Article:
How to Load Our Old Second Generation 9mm RIA Mags For Reliable Shooting

7/25/22 Update: This only applies to our second generation magazines. With our current mags, we are using Mec-Gar P18 tubes that were designed to stabilize 9mm rounds so no extra work is needed. We now have 10, 15 and 17 round mags available.

To maximize reliable feeding from our second generation 9mm magazines, there is a process you need to follow. We start with a 10mm magazine and both narrow down the feed lips and reshape the top. This angles the cartridge correctly but we also need to ensure the cartridge is seated to the back of the magazine. Why? Well, let me explain a bit.

The RIA A2 HC pistols use an enlarged mag well to hold a staggered magazine – it’s not a true double stack because the rounds alternate going into the magazine and feed from a single position at the top. An important detail that not many realize is that the 9mm, .38 Super, .40 S&W and 10mm auto chambered pistols all use the same frame.

The same frame is used for a number of chambers including 9mm, .38 Super, .40 S&W and 10mm auto. Notice the bulged mag wells and that the grip panel bushings are integral with the frame.

Even though the frame is the same, there is a huge difference in the size of a 9mm vs. a 10mm round so the mags are subtly different as well. The magazine dimensions in terms of width and height are the same but the feed lips differ slightly plus the follower stabilizing guides that are pressed into the body differ as well.

These are A-Zoom snap caps that are made from solid machined aluminum. They are made to the dimensions specified by SAAMI for the 10mm Auto round (at the top in red) and the 9×19 Luger round at the bottom in blue. You can immediately see the difference in size.
Look at the difference in sizes in the mag well. The 10mm (Red on the right) is far longer than the 9mm (Blue on the left).
Here they are from a different angle – 10mm at the top and 9mm at the bottom
Left is a 10mm mag and on the right is a 9mm mag. In terms of stabilizing the follower look at the large diamond shaped depression at the top of the front magazine groove. The 9mm mag’s depression is deeper and longer.

A 10mm magazine body can stabilize the follower when feeding 9mm rounds but it takes a couple of tricks to do it. First, the magazine has a 10% stronger Wolff spring that is pushing the follower upward. Next, the cartridges must be loaded evenly and pushed to the back. Do you remember the old AR15/M16 magazines with the tipsy followers? These are very much the same. If you load the rounds by hand and push down too much on the front, weird things can happen with the rounds further down in the mag.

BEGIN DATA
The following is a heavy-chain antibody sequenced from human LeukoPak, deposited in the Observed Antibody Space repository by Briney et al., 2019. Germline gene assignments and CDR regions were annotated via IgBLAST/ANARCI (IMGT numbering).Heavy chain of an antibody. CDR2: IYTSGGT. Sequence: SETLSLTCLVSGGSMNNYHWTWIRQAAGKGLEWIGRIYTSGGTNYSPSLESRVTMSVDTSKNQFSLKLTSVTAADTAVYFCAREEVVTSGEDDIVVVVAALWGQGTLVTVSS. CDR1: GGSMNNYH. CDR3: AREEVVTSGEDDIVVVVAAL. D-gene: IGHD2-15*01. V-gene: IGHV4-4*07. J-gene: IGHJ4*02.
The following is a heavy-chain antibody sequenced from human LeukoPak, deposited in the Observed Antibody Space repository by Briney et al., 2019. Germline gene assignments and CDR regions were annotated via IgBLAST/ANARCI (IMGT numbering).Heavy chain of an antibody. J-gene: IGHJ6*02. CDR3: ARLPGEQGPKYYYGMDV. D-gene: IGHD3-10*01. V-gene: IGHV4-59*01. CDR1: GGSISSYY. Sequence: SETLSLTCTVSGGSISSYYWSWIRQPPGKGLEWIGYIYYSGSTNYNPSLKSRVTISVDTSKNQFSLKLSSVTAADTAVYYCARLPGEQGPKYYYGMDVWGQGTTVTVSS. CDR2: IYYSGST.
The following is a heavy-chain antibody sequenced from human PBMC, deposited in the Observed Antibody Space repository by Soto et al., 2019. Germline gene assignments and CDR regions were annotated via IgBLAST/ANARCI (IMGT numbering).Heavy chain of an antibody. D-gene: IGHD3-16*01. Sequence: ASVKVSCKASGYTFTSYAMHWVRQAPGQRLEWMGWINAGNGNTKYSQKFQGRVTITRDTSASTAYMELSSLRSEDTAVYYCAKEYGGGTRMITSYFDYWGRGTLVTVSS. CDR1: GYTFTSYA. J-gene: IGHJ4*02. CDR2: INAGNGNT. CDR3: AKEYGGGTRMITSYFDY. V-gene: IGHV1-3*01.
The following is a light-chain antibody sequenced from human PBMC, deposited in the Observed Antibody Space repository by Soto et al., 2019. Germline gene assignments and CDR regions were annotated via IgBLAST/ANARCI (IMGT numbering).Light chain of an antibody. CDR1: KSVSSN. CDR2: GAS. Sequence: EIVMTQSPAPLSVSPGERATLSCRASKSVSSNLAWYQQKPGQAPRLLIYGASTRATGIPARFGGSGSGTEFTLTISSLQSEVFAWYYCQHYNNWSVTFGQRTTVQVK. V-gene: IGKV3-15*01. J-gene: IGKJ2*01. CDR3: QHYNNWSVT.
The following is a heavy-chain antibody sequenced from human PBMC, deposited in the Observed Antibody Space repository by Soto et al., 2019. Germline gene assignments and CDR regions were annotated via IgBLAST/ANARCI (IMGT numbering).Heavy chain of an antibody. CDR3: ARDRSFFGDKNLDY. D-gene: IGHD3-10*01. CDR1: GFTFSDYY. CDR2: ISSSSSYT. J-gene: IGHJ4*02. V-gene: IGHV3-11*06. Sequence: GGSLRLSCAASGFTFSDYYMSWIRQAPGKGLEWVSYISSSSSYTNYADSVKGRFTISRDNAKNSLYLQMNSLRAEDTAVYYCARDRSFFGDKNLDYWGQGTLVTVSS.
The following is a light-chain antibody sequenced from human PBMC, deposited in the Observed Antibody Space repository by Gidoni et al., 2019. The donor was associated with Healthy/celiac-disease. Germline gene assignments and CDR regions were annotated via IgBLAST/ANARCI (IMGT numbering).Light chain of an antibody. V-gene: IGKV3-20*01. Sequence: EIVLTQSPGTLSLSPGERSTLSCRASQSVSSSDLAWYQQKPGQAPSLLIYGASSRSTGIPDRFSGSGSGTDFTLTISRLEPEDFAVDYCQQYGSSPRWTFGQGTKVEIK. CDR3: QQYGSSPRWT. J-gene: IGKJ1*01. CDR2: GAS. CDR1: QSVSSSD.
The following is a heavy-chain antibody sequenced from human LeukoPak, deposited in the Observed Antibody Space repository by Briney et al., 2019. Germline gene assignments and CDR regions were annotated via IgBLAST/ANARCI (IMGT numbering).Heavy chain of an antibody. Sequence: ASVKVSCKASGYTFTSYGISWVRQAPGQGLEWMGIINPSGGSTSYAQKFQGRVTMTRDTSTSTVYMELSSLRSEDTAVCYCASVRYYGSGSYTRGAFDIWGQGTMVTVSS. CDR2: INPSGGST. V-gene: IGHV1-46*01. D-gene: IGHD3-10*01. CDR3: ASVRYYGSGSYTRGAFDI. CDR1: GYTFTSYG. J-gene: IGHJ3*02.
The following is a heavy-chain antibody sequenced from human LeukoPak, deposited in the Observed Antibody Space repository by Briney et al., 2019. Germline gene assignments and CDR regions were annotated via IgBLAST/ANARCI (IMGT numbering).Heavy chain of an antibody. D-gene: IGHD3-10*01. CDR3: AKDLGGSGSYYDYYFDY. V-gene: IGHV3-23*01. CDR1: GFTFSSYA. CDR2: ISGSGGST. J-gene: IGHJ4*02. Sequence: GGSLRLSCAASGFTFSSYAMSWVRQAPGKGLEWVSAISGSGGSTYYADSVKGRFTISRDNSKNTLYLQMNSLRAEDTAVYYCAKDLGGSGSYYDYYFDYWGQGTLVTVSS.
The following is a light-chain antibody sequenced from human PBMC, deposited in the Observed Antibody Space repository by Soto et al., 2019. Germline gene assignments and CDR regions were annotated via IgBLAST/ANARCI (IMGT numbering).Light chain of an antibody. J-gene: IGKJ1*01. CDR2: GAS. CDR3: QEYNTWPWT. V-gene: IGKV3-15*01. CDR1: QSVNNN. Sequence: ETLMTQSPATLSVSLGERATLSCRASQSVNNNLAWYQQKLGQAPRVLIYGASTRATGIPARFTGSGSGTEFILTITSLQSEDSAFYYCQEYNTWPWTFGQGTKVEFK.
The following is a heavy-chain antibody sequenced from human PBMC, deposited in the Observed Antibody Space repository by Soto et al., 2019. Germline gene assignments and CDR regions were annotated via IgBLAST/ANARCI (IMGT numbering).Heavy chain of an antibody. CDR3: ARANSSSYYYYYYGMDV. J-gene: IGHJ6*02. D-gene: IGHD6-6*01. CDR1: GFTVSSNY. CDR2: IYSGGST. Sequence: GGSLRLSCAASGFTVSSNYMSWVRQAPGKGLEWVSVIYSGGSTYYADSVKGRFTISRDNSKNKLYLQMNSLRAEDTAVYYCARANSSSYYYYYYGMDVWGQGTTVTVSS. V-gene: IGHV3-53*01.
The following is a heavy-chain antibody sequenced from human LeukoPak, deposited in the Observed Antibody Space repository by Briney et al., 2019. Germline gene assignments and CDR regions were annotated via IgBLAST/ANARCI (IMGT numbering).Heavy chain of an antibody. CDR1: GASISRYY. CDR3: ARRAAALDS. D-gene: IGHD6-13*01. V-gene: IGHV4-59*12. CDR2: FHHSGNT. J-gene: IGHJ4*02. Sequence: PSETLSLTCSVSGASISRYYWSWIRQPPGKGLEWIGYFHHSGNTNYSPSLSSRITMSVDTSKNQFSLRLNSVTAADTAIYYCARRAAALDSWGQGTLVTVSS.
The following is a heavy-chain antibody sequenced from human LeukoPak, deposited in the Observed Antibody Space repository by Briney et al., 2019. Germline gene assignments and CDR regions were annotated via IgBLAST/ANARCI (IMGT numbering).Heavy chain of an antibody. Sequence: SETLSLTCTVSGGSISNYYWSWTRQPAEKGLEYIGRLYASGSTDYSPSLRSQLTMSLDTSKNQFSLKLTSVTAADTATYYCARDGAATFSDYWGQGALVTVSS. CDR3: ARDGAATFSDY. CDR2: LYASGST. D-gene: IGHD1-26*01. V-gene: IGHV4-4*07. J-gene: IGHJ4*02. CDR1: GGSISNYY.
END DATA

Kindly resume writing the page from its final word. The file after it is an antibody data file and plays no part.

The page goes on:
To compensate for the follower, use a good magazine loader so the rounds go into the mag relatively level and consistently. I prefer the MagLula Universal loader (sometimes called the UpLula). You can get into a quick rhythm where you load a round and keep it seated to the back with your index finger as your withdraw the ramp/tongue of the MagLula. If you don’t keep your finger there, the retracting ramp may pull the round forward out of position.

This is the MagLula universal loader.
When you go to load a round, you squeeze the loader shut so the steel ramp is closed as shown, you push down so the rounds below are pushed down as well and you then insert the new round.
Before you release the loader and the ramp retracts, use your finger to hold the round in place so it stays seated at the back of the mag.

The very last step is the tap the base of the mag on the table. You might need to push the first round back a hair with your finger but you will notice the top round is now firmly held in place and will not “tip” down when you push on the bullet. This is where the 10% stronger Wolff spring really factors in – it is pushing the follower upwards and in turn all of the rounds are held in position by the feed lips.

Once the mag is loaded properly, the cartridge should be held firmly in place and not want to “tip” down.
The Wolff spring and follower are pushing the rounds up against the feed lips thus holding them in place.

Yes, there are a couple of extra steps here – use a loader, push to the back and then tap the mag’s base on the table. It may feel awkward at first because you don’t normally do these extra steps but they get easier and faster the more you do them. If you do them, the mags are very reliable.

Click here to go to our 9mm RIA A2 HC magazine page.

If you have a new RIA A2 HC pistol, be sure to field strip, clean and lubricate your pistol. Then rack the slide back and forth a couple hundred times before your first range visit. If you do this, you are helping the pistol wear in and will have a much better range visit. If you don’t, you are going to get frustrated fast. Note, you need to shoot 200-500 rounds to wear, or break your pistol in. The need for the parts to smooth out and get to know each other is very common – just bear in mind the RIA pistols do not work smoothly right out of the box.

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